Last Updated: 2/4/2011

Stephen Lehner

Affiliation/Institution: Arizona State University
Phone: 480-965-7250
Email: slehner@asu.edu
  School of Earth & Space Exploration and Department of Chemistry 
  Arizona State University 
  Tempe AZ  85287-1404 USA

University prior to coming to ASU: Vanderbilt University
Status at ASU: Postdoc
Time period at ASU: 2007 - present

My family and myself

I am married with three children, Erin, Ava, and Dylan.

. PhD. Environmental Science, August 2007, Vanderbilt University. Dissertation title: Characterization of defect energy levels due to As, Co, and Ni impurities in pyrite: A step toward understanding charge transfer kinetics at the semiconductor/electrolyte interface
. M.S. Geology, August 2004, Vanderbilt University. Thesis title: The effect of impurities on the electrical properties of pyrite crystals: Studies of synthetic pyrite (FeS2) doped with As, Co, and Ni
. B.S. Geology, May 2002, Middle Tennessee State University, Cum Laude
. South Dakota School of Mines and Technology Geology Field Camp, May and June 2001
. Bachelor of Music, May 1990, Belmont University, Cum Laude

I am currently studying primitive meteorites with a focus on the enstatite chondrites. Enstatite chondrites may be the closest analog to the raw material that accreted to form the Earth and other terrestrial planets. I collect and analyze data primarily through the use of electron source analytical tools including the electron microprobe, the scanning electron microscope and the transmission electron microscope. The collected data are revealing the chemical and mineralogical makeup of these meteorites from micron to atomic scales. My results place important constraints on the nebular environment where these meteorites and possibly the Earth formed.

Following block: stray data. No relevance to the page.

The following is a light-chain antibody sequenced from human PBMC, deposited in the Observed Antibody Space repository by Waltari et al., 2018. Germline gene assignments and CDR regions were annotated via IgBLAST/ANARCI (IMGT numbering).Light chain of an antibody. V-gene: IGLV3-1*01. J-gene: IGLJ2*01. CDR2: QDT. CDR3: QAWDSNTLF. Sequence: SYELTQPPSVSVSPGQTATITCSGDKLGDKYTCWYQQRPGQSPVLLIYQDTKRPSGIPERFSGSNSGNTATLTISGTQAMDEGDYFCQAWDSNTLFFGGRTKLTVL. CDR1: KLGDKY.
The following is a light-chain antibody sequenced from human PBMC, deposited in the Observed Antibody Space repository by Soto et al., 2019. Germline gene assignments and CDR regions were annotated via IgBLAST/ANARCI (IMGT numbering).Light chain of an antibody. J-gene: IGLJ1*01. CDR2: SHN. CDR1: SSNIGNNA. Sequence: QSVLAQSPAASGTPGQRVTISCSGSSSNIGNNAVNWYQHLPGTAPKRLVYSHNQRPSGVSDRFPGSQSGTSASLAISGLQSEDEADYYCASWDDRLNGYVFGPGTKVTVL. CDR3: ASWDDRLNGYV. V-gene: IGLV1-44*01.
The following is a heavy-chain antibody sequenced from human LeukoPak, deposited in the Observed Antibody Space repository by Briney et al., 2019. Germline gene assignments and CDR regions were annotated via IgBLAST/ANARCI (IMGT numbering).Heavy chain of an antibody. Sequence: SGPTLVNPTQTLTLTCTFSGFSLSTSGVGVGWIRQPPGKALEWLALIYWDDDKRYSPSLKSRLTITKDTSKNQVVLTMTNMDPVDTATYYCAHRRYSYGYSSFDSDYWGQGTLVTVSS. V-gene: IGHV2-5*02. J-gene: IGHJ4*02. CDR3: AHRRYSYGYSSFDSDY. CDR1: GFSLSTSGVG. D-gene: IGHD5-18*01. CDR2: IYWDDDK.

I am also building on my dissertation research by studying the electrical behavior of impurities in the semiconductor, pyrite. We are using Fourier-transform infrared spectroscopy, Hall-effect measurements, and secondary ion mass spectrometry to measure defect levels within the pyrite band gap. We are using this knowledge to synthesize pyrite thin films for photovoltaic devices in an effort to develop an inexpensive, non-toxic material for solar electrical generation.

. TEM, STEM, EELS, SEM, EMPA, LA-ICPMS, Laser Raman, XRD and standard petrographic techniques to investigate the origins of enstatite chondrite meteorites
. Hall-effect measurements, FTIR, PIXE, SIMS, magneto-resistance, and photoluminescence techniques to study the electronic structure of impurity defects in synthetic pyrite

7 * M Research Group at Arizona State University